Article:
Update: I’ve gotten a fair amount of mail about this post recently, and in particular some readers have expressed concern about how I have portrayed Kinloch. For the record, this post is a very early visit to the town, when I was quite frankly very ignorant about Kinloch’s rich history. A reader contacted me, and offered to give me a tour of the town, explaining its historic and cultural significance. You can read those new posts here. I want to stress that I see the fate of Kinloch as an example of how we as a society have a lot to learn from how we treat African-Americans and the disenfranchised. Kinloch’s decline is largely the result of outside factors which transformed a healthy, vibrant community into a shell of its former self. But there are still many proud residents left, and their tenacity and passion for their community should be acknowledged.
Despite my better judgment, on Saturday I headed out to Kinloch, the famous first African-American community incorporated in Missouri. I had my preconceptions; a policeman I once had as a student told me Kinloch was the one place he ever felt scared while working, and he had worked in some pretty dangerous neighborhoods. Bud, my student, is about the size of Arnold Scharzeneggar, so I was intrigued that he would be scared of anywhere in the metropolitan area.
So I hopped on I-70, got off at N. Hanley, and hung a right onto Martin Luther King Blvd, the main thoroughfare–if you can call it that–of Kinloch.
I was immediately pleased that I had come to visit Kinloch myself, as it is totally different than what I had expected. I felt like I had stepped into a rural community, yet I knew I was still surrounded by the suburbia of North County. Kinloch has always been isolated; there are still very few streets that go in and out of the community.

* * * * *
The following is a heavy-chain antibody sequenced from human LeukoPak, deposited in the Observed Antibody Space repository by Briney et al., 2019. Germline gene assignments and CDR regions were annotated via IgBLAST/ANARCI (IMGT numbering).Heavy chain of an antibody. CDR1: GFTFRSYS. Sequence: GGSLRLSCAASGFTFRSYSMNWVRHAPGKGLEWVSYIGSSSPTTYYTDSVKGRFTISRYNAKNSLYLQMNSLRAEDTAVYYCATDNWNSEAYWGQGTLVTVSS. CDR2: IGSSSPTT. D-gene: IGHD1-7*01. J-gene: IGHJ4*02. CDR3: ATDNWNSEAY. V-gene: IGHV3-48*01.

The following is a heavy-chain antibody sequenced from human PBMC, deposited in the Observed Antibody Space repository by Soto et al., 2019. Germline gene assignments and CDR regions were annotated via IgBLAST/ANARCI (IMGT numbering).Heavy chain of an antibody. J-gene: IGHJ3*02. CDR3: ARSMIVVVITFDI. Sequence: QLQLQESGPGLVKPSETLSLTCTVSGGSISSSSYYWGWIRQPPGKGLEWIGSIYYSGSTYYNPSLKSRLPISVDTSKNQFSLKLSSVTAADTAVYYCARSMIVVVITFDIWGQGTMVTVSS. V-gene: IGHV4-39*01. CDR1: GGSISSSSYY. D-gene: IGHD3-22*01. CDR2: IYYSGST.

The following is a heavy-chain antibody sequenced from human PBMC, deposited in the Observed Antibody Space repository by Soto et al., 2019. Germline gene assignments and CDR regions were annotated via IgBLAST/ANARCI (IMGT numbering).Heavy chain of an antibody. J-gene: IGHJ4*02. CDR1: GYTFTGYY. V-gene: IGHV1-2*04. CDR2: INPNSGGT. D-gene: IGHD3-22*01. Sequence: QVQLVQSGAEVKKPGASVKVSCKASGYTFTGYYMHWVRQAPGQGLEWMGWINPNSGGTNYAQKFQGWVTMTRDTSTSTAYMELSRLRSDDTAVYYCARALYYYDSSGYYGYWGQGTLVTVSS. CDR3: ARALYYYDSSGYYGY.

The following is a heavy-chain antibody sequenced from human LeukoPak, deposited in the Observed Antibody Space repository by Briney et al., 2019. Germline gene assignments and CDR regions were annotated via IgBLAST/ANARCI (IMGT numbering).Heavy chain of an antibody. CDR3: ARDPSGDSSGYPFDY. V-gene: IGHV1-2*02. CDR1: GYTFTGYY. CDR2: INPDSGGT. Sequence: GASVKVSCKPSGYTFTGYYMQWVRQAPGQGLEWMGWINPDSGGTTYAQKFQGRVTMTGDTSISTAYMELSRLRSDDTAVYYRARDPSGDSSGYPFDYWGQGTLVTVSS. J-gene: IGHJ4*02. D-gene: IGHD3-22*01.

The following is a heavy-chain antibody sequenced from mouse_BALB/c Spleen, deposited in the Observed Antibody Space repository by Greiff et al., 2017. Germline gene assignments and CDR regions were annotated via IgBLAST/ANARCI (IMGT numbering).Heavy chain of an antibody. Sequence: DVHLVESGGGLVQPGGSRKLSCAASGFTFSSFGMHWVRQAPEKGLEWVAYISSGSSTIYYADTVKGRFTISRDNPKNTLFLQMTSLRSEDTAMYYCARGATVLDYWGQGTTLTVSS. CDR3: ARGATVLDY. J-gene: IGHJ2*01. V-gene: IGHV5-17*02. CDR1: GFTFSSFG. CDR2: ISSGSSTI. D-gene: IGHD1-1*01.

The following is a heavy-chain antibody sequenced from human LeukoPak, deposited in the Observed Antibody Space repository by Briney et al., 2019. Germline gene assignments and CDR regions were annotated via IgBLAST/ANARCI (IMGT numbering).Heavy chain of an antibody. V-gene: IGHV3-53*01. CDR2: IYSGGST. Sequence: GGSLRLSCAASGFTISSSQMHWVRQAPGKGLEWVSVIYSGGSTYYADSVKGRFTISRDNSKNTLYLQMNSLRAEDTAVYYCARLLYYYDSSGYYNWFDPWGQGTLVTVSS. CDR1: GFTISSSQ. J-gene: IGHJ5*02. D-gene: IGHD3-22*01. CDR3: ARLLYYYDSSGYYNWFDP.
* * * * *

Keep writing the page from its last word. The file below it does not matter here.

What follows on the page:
But what is so striking, driving around the hilly terrain of the town, is just how desolate the town is. I think I read that five hundred people live in Kinloch, but for the life of me, I cannot figure out where they all live. Most of the town was demolished for an aborted airport expansion, so there are only a few pockets of dense settlement in the entire town.
The houses look like your standard rural St. Louis County vernacular–the standard shotgun house as well as a few commercial buildings. The writing on these stores has long outlasted the businesses they once advertised.
There is a fairly large apartment complex in the center of town, and it looks like it burned a while ago, despite sitting across the street from the fire station. I am not sure how old the buildings are, but they look like old HUD housing, and perhaps date to the 1970’s when much of the town was deemed “obsolete,” necessitating the demolition of five hundred structures.
A friend related a story of giving a coworker a ride home one night years ago. As the coworker was giving directions, he nonchalantly told my friend to stop two doors down from the burning couch in the street. Apparently it was such a regular occurrence that you could give directions by it.
One thing I strive to accomplish with my photography is to give an honest assessment of any area I photograph. After driving around Kinloch for awhile, I asked myself, “Am I missing something? Is the whole town one gigantic wasteland? There must be some stable, occupied streets left somewhere?” I am a little hesitant to post nothing of Kinloch except abandonment and desolation, but I quite frankly could not find any part of the town that wasn’t largely abandoned or demolished. Looking at satellite images, you can see that there is very little left; where civilization begins again is when you reach nearby communities such as Berkeley.
The future of Kinloch, quite frankly, does not look good; its reputation is one of the worst in the area, and despite witnessing signs of life, I came across a large group of young men blocking the street in front of me. I turned around, as I had no idea where I was, and was not about to go driving through a crowd of people who had assembled in front me. I don’t know if they were hostile, but the whole situation gave me that bad feeling that I never second guess.